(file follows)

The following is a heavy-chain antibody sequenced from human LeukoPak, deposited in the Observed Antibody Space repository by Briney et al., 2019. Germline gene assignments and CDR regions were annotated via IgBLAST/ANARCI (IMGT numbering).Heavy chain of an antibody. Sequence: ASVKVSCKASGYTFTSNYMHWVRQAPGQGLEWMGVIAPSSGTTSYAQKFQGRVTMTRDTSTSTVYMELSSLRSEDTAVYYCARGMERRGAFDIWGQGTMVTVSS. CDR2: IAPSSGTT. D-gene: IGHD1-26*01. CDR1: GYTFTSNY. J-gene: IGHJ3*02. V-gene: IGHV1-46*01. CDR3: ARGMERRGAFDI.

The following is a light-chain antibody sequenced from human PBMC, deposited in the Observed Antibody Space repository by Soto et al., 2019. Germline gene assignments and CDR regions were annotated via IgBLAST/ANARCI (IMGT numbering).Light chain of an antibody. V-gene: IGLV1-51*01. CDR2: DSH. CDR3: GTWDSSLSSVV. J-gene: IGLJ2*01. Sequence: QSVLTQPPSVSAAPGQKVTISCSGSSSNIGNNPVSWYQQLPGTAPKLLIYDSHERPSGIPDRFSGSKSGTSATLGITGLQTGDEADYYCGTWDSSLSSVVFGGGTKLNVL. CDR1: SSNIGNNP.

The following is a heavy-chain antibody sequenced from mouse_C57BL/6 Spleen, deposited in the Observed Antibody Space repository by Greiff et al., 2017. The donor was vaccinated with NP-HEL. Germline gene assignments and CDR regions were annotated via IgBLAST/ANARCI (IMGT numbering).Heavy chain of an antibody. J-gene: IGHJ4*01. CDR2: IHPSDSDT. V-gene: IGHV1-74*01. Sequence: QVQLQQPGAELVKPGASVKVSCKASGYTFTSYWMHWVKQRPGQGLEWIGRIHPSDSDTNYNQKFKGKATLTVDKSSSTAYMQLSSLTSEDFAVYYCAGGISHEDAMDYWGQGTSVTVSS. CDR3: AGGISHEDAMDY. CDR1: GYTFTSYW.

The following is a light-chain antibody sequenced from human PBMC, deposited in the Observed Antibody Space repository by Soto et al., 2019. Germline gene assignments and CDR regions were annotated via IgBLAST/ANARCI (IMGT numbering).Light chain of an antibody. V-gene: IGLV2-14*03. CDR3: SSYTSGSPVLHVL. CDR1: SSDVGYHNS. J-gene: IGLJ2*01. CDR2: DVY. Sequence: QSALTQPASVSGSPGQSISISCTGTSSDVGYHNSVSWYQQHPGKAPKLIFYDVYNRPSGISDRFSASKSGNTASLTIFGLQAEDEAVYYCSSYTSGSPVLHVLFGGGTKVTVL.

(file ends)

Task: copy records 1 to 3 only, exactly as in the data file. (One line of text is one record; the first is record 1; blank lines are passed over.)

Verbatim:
The following is a heavy-chain antibody sequenced from human LeukoPak, deposited in the Observed Antibody Space repository by Briney et al., 2019. Germline gene assignments and CDR regions were annotated via IgBLAST/ANARCI (IMGT numbering).Heavy chain of an antibody. Sequence: ASVKVSCKASGYTFTSNYMHWVRQAPGQGLEWMGVIAPSSGTTSYAQKFQGRVTMTRDTSTSTVYMELSSLRSEDTAVYYCARGMERRGAFDIWGQGTMVTVSS. CDR2: IAPSSGTT. D-gene: IGHD1-26*01. CDR1: GYTFTSNY. J-gene: IGHJ3*02. V-gene: IGHV1-46*01. CDR3: ARGMERRGAFDI.

The following is a light-chain antibody sequenced from human PBMC, deposited in the Observed Antibody Space repository by Soto et al., 2019. Germline gene assignments and CDR regions were annotated via IgBLAST/ANARCI (IMGT numbering).Light chain of an antibody. V-gene: IGLV1-51*01. CDR2: DSH. CDR3: GTWDSSLSSVV. J-gene: IGLJ2*01. Sequence: QSVLTQPPSVSAAPGQKVTISCSGSSSNIGNNPVSWYQQLPGTAPKLLIYDSHERPSGIPDRFSGSKSGTSATLGITGLQTGDEADYYCGTWDSSLSSVVFGGGTKLNVL. CDR1: SSNIGNNP.

The following is a heavy-chain antibody sequenced from mouse_C57BL/6 Spleen, deposited in the Observed Antibody Space repository by Greiff et al., 2017. The donor was vaccinated with NP-HEL. Germline gene assignments and CDR regions were annotated via IgBLAST/ANARCI (IMGT numbering).Heavy chain of an antibody. J-gene: IGHJ4*01. CDR2: IHPSDSDT. V-gene: IGHV1-74*01. Sequence: QVQLQQPGAELVKPGASVKVSCKASGYTFTSYWMHWVKQRPGQGLEWIGRIHPSDSDTNYNQKFKGKATLTVDKSSSTAYMQLSSLTSEDFAVYYCAGGISHEDAMDYWGQGTSVTVSS. CDR3: AGGISHEDAMDY. CDR1: GYTFTSYW.